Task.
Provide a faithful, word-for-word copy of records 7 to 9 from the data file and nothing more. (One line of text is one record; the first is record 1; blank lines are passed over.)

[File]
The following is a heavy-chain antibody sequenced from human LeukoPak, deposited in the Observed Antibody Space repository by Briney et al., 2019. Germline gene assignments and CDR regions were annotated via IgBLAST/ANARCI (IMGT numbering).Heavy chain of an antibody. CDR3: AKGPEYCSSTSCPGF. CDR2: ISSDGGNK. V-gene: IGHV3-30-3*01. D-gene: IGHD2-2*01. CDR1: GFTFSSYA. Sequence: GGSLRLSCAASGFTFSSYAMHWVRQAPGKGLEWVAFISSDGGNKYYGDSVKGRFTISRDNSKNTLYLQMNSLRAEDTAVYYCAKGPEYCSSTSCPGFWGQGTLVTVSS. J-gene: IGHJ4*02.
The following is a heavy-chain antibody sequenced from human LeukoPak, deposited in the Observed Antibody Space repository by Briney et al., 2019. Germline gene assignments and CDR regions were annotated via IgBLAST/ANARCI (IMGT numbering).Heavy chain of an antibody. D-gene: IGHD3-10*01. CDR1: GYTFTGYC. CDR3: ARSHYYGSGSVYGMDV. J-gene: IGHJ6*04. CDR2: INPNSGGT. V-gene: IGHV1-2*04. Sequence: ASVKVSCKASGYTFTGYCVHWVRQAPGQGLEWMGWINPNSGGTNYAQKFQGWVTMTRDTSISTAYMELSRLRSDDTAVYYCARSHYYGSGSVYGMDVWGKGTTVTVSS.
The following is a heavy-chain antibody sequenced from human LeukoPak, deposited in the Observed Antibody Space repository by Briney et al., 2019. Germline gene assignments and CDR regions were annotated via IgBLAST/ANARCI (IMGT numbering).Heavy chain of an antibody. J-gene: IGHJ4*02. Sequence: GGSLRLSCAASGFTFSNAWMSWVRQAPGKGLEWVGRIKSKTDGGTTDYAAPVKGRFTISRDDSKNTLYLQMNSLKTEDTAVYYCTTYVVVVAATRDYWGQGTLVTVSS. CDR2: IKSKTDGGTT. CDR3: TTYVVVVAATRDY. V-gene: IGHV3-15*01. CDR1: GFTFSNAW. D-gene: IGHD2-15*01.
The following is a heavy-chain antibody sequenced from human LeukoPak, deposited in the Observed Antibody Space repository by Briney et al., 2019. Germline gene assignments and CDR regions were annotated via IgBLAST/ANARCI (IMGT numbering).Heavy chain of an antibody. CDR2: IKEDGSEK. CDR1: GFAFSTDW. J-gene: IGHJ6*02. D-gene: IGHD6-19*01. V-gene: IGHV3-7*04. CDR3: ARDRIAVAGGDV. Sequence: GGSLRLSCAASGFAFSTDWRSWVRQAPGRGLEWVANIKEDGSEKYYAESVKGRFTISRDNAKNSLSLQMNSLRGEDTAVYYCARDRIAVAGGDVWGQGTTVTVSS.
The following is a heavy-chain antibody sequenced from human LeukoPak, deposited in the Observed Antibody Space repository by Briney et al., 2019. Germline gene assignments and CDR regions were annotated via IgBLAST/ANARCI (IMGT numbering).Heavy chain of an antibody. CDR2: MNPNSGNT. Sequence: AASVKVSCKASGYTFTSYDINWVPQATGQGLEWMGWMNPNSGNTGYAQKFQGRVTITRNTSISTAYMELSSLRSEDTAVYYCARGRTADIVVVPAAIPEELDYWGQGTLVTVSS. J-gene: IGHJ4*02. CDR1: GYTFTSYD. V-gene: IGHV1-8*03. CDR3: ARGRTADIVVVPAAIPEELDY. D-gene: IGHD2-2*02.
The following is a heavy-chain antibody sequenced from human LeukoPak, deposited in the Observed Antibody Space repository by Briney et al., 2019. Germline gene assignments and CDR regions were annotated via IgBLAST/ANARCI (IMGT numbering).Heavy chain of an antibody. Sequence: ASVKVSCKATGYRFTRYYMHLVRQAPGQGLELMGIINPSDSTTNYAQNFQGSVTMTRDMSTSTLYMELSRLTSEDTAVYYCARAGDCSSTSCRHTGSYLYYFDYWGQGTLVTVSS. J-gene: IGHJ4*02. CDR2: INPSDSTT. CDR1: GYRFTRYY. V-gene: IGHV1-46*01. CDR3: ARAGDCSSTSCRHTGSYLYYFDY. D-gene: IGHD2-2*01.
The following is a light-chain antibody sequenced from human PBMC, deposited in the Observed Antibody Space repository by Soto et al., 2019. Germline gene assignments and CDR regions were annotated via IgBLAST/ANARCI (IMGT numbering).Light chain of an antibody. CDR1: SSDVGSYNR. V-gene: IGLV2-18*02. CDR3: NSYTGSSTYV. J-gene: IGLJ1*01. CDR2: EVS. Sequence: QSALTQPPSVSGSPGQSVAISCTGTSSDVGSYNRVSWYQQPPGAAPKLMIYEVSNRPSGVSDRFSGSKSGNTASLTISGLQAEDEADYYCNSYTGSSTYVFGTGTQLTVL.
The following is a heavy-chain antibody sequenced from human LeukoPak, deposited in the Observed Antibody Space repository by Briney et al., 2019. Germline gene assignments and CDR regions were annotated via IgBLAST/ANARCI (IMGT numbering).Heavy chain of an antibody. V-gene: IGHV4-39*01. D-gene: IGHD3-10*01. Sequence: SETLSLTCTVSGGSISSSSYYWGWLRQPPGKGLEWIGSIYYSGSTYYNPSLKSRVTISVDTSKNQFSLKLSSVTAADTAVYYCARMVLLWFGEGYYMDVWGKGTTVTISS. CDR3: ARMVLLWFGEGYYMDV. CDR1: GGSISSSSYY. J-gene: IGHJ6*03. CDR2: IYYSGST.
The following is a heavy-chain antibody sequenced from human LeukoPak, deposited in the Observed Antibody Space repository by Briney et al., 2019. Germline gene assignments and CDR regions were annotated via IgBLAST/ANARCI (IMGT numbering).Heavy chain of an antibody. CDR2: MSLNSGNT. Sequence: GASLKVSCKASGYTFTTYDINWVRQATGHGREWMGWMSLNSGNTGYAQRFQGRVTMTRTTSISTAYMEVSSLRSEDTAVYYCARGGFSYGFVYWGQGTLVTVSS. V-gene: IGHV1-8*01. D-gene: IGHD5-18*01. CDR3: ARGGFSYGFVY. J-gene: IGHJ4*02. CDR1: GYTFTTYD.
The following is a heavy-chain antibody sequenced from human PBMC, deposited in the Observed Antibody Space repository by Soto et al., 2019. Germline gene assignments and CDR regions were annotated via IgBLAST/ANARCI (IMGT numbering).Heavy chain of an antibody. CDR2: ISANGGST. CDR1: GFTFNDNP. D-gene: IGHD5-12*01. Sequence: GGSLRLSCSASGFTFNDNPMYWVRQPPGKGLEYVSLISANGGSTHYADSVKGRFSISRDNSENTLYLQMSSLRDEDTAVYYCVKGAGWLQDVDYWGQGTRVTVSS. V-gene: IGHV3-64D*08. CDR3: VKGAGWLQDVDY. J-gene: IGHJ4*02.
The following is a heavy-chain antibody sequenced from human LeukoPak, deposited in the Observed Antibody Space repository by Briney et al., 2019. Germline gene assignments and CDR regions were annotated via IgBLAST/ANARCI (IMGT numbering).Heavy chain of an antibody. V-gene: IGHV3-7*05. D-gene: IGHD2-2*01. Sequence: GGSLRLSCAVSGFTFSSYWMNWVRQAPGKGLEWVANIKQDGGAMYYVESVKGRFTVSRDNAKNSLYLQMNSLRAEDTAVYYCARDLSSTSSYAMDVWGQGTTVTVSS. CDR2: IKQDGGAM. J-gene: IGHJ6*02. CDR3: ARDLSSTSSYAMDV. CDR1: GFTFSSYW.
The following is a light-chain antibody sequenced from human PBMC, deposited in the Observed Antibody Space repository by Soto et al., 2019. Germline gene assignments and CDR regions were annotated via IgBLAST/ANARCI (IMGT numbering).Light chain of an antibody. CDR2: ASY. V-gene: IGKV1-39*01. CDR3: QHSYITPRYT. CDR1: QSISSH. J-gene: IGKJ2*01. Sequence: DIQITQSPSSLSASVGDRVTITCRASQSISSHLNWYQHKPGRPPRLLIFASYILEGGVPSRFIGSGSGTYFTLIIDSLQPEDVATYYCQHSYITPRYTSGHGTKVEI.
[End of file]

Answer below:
The following is a light-chain antibody sequenced from human PBMC, deposited in the Observed Antibody Space repository by Soto et al., 2019. Germline gene assignments and CDR regions were annotated via IgBLAST/ANARCI (IMGT numbering).Light chain of an antibody. CDR1: SSDVGSYNR. V-gene: IGLV2-18*02. CDR3: NSYTGSSTYV. J-gene: IGLJ1*01. CDR2: EVS. Sequence: QSALTQPPSVSGSPGQSVAISCTGTSSDVGSYNRVSWYQQPPGAAPKLMIYEVSNRPSGVSDRFSGSKSGNTASLTISGLQAEDEADYYCNSYTGSSTYVFGTGTQLTVL.
The following is a heavy-chain antibody sequenced from human LeukoPak, deposited in the Observed Antibody Space repository by Briney et al., 2019. Germline gene assignments and CDR regions were annotated via IgBLAST/ANARCI (IMGT numbering).Heavy chain of an antibody. V-gene: IGHV4-39*01. D-gene: IGHD3-10*01. Sequence: SETLSLTCTVSGGSISSSSYYWGWLRQPPGKGLEWIGSIYYSGSTYYNPSLKSRVTISVDTSKNQFSLKLSSVTAADTAVYYCARMVLLWFGEGYYMDVWGKGTTVTISS. CDR3: ARMVLLWFGEGYYMDV. CDR1: GGSISSSSYY. J-gene: IGHJ6*03. CDR2: IYYSGST.
The following is a heavy-chain antibody sequenced from human LeukoPak, deposited in the Observed Antibody Space repository by Briney et al., 2019. Germline gene assignments and CDR regions were annotated via IgBLAST/ANARCI (IMGT numbering).Heavy chain of an antibody. CDR2: MSLNSGNT. Sequence: GASLKVSCKASGYTFTTYDINWVRQATGHGREWMGWMSLNSGNTGYAQRFQGRVTMTRTTSISTAYMEVSSLRSEDTAVYYCARGGFSYGFVYWGQGTLVTVSS. V-gene: IGHV1-8*01. D-gene: IGHD5-18*01. CDR3: ARGGFSYGFVY. J-gene: IGHJ4*02. CDR1: GYTFTTYD.